John and Morgan, our 2018 Summer Interns, spent a lot of their time with us creating this virtual exhibit for our social media accounts that looked into our four properties and various structures. Their posts gave insights into the various buildings we maintain from Southampton’s past. Most of these structures can be visited and enjoyed in person year round. But for those of you far away this is great chance for you to see what we have to offer.
This is the current home to our museum. This Gilded Age mansion was bought by Samuel Parrish in 1899 for $19,000 dollars. When adjusted for inflation, the property at that time was valued at roughly $482,845 dollars. Compared to the 2016 average price of a Southampton home of $480,000, calling the Rogers building a “mansion” seems questionable. Once Parrish acquired the property in 1899, the mansion underwent several renovations. Parrish was a sociable fellow who wished to build a greater sense of community within the village. So he constructed a ballroom in the southern wing of the first floor along with a few more rooms along the Northern and Southern wings. The dwelling sure has the look of a mansion, from its detailed Victorian style décor, to its neatly arranged Greek-revival architecture. Do you think Rogers Mansion lives up to its name? Come find out how life as a Southampton resident evolved from the colonial period to today!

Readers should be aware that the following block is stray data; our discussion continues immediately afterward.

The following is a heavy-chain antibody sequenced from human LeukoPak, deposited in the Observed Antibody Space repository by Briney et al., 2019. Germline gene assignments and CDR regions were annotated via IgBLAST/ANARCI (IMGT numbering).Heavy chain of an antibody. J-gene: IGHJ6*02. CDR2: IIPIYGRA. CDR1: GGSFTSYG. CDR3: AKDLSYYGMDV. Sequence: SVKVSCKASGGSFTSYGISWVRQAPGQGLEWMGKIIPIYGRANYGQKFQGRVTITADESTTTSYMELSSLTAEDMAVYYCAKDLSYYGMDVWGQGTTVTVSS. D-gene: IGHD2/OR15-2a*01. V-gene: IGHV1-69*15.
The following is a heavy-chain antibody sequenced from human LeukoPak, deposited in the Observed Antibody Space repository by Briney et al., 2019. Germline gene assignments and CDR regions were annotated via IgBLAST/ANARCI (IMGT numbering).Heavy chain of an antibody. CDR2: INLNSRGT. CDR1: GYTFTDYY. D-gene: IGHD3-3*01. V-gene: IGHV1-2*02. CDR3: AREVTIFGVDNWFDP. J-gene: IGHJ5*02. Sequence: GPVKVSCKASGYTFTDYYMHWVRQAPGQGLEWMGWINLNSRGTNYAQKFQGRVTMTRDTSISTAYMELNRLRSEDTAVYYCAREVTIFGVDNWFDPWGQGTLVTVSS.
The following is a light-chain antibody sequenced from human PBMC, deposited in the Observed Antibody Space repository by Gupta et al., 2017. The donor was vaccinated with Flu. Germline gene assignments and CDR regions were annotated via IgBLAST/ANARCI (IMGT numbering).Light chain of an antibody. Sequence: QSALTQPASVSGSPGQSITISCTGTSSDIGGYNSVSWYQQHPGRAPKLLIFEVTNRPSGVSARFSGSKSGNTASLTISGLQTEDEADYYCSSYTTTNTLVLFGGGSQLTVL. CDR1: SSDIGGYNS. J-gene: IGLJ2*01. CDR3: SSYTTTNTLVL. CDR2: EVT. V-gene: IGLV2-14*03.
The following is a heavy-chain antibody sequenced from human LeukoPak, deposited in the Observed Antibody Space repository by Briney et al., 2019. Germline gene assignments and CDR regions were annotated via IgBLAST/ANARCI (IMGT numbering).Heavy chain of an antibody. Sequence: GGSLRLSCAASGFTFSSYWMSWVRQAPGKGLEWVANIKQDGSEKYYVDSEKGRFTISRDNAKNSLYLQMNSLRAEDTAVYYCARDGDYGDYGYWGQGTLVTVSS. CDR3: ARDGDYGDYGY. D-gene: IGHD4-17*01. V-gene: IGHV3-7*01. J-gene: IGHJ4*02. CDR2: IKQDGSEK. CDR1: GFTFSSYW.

Fordham and Elliston Paint Shop
The paint shop that was built in the 1880’s has been used for a series of things. It was the Dunewell’s Paint shop and later a tavern called John’s Hen’s Place. It is now a replica of the Fordham and Elliston Paint Shop that was in businesses for years on Jobs Lane only one block from the Rogers Mansion. Elliston started in the paint business when he was only 15 years old. He started working for Edward Bishop who was a painting contractor for an already established business. He and Bishop teamed up with young artist Eli Fordham to open up their own paint shop. The name was originally “Bishop, Fordham, & Elliston”, however, in the 1920’s Bishop decided to retire and from then on the shop would be called Fordham and Elliston Paint Shop.
The Dry Color Bins
The 19th century was the change the way paint was made in America. People were discovering more pastel natural colors like the combination of Zinc and oxide to create a new kind of white. However, in the bins you see in the picture is where they stored the powder that they would mix in order to make paint. Most of these dyes came from plant sources like roots, berries, bark, leaves, and wood. As the 19th century began to end and the 20th century was beginning these natural dyes would soon be replaced by the cheaper synthetic dyes.
Glass Cutting Table